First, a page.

R Data visualization

How to Display Any List of Geolocations on a Map in Google Earth

How to Display Any List of Geolocations on a Map in Google Earth

Let’s say you need to display a number of different locations on a map. I would like to visualize where the Airbnb rentals under $30 in Berlin are located. Besides listings data from InsideAirbnb, I am going to need RStudio packages (data.table, tidyr, and R.utils), Google Earth Pro (download and install it, if you don’t have it yet), and online CSV to KML Converter. If your data are ready, then you can just skip the first part.

Getting Data in Shape

setwd(”…”) #setting the working directory to find the listings file
library(data.table) #to read big files quick
install.packages(“R.utils”) #to read .gz files right away
Berlin <- fread(“Berlinlistings.csv.gz”) #the filename has been changed
which(colnames(Berlin)==“name”) #to find the column to export
Berlinlocation <- Berlin[,c(5,49,50,51,61)]
Berlinlocation <- separate(Berlinlocation,col=price,into=c(“sign”,“chprice”))
Berlinlocation <- data.frame(Berlinlocation, price = as.numeric(Berlinlocation$chprice))
Berlinlocation <- Berlinlocation[,c(-5,-6)] #delete odd columns
berlinlocation <- subset(Berlinlocation, price <= 30 & is_location_exact == “t”)
write.csv(berlinlocation[,-4],“berlinlocation.csv”) #save without the is_location_exact column

functions used: fread (data.table) to read big files, separate (tidyr) to delete the $ sign before the price in order to subset the data with needed filters (exact location and price below $30).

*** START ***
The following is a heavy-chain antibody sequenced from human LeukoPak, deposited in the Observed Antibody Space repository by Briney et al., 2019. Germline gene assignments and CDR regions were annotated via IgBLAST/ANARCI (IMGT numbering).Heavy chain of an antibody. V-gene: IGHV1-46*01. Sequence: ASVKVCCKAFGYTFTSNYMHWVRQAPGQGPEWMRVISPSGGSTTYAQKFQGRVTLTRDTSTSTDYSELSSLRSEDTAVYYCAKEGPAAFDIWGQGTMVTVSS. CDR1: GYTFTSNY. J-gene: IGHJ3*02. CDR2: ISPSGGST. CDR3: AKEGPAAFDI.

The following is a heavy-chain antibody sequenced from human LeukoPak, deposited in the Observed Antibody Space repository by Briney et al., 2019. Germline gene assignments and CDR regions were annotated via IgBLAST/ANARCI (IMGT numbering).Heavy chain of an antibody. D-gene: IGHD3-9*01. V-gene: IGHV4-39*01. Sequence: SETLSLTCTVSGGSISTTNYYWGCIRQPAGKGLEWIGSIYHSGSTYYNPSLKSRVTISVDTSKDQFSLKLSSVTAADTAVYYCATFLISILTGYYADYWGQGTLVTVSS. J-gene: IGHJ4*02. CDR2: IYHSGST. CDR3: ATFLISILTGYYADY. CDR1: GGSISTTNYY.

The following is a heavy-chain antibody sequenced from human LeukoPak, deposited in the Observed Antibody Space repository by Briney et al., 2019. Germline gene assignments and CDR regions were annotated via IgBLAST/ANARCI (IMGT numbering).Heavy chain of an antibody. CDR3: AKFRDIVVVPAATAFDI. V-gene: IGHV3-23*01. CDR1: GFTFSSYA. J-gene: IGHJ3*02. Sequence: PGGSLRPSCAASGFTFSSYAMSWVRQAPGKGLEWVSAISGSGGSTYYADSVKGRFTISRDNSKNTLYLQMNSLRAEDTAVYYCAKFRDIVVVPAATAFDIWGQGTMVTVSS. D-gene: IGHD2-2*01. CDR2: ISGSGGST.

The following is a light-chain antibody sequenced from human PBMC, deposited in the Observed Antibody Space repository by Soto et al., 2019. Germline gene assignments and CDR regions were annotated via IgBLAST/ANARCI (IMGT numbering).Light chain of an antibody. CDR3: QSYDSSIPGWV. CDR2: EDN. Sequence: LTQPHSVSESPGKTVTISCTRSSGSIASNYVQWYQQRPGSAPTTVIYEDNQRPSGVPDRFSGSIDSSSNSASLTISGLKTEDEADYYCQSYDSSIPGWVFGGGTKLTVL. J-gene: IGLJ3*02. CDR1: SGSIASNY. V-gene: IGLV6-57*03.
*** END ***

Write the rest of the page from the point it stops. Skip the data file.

As a result, I got the .csv file that contains the 4 selected columns: name, price, geolocation coordinates (latitude, longitude) and 4495 rows/listings.

Here’s an example of what a file should be like, the order of the columns doesn’t matter.

Creating a .KML file from .CSV to visualize

Here’s an example of what a file should be like, the columns’ order doesn’t matter. image

The next step is to convert the .csv file into a .kml (Keyhole Markup Language) file with free CSV to KML converter. After choosing .csv file, I take price as Name Field, that will allow me to see price on the map, the price column number is 5 (column E) in .csv, and what happens when I click on a data point? We’ll see its description, therefore the description field is going to be the name column of a listing in the data, it comes second (column B), so one will be able to see prices before the names.


Highlighting locations from the dataset on the map

Now the final step is to launch the newly generated and downloaded KML file on Google Earth. Highlighting locations from the dataset on the map


One can conclude that density of Airbnb listings under $30 in East Berlin is higher than in the city’s Western part, it should be related to the history of the city.

If you want to launch the files, you can get them here.

P.S. Obviously, it doesn’t matter whether you need to highlight the points on a city, country, or cross-country level as long as you have the coordinates and Google Earth Pro. Have fun and let me know if it helped! I will be happy to know that.

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